Janette Duarte didn’t learn English until age 10, when she moved to South Texas from Matamoros, Mexico, just across the Rio Grande River from Brownsville, TX. That experience provided her with a foundation that has carried over into her work as an English Learner Academic Programs Facilitator with the Idaho Falls School District, and into her role as one of the leaders in the Idaho Education Association’s ESP community.
“I know what it’s like to move somewhere and not know the language or the culture,” she says. “I can really relate to the students I have been helping.”
Now in her fifteenth year with the district, Duarte serves as an important liaison between EL students and families and certified teachers. She makes sure staff are aware of what resources and assistance are available and counsels them on the most appropriate approach for dealing with students. A normal day consists of working with two different high schools and two middle schools. One of her primary responsibilities is helping classroom teachers write English Learner Plans (ELP), which are similar to IEP or 504 plans, but targeted toward helping students improve their language and learning skills.
“We are so fortunate to have Janette as part of our team,” says Gail Rochelle, Director of Student Achievement and School Improvement for the district. “She is so good at reading a situation and figuring out what the fundamental, underlying needs are and identifying the best way to address them.”
Prior to her current position, Janette spent eight years working for District 91 as an EL tutor at a middle school, where she worked more directly with students trying to build their English proficiency. In yet another related career endeavor, she also represents the district as an interpreter, working with Special Education students and their families in interactions with teachers and administrators.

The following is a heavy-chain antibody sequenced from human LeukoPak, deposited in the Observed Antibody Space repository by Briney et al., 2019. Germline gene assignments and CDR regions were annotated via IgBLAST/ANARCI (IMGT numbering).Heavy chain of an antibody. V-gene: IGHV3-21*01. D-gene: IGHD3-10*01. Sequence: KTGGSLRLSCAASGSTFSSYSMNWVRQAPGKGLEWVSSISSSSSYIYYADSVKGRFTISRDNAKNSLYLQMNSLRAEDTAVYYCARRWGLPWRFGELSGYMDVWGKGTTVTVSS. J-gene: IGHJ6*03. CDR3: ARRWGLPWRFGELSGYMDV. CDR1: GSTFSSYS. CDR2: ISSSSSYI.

Proud of the Role ESPs Play
As a longtime ESP herself, Duarte has a keen sense of the value they bring to students and the district. “Teachers and principals are important, but without ESPs those jobs couldn’t be done,” she says. “All of these important roles need to be filled, from bus drivers to para-professionals to custodians, and many more.”
Her son, Jerry Adler Nelson, fills one of those crucial positions as a custodian at Skyline High School. He graduated from Skyline and kept with the family tradition by becoming an IEA and IFEA member once he started the job. A story involving Adler highlights the reverence Janette has for her fellow ESPs.
“He had just given blood through a Red Cross blood drive and was still sitting down afterward, so I went to the cafeteria to pick up his lunch,” Janette says. “The lunch lady knew exactly who he was and what he eats and was so invested in his well-being.”
She thinks it is that kind of connection that makes ESP workers invaluable. “ESPs are able to communicate with students on a deeper, different level,” she says. “I love my job because it enables me to come in contact with just about every position in the district, and we are all focused on the same goal of helping kids.”
ESPs are sometimes taken for granted, but not by those in the know. “Janette and other classified staff are very much appreciated by the people who work with them on a daily basis,” says Rochelle. “It is vital that we have good people in place who can support out students.”
Janette places a high value on membership in both the Idaho Education Association and the Idaho Falls Education Association. She has been a member throughout her career and currently serves as the IEA’s ESP Representative for Region 6 and is also on the statewide ESP committee. She has been a building representative in the past, and even filmed a commercial for the IEA several years ago where she was part of a “I Do What I Do Because…” campaign.
“The IEA does a lot for teachers and ESPs,” she says. “And our ESP members give a lot back by working with the ESP caucus, attending Delegate Assembly, and serving on state committees like the Children’s Fund and Human and Civil Rights.
She also recognizes the connection between the policy decisions made in Boise and the educational environments educators and students experience in school buildings. “The IEA staff does great work at the legislature, but if we aren’t advocating as members and professional educators, very few people are going to speak out for our public schools.”
For more information about the roles of Education Support Professionals and IEA ESP membership, visit https://idahoea.org/join-iea/esp/.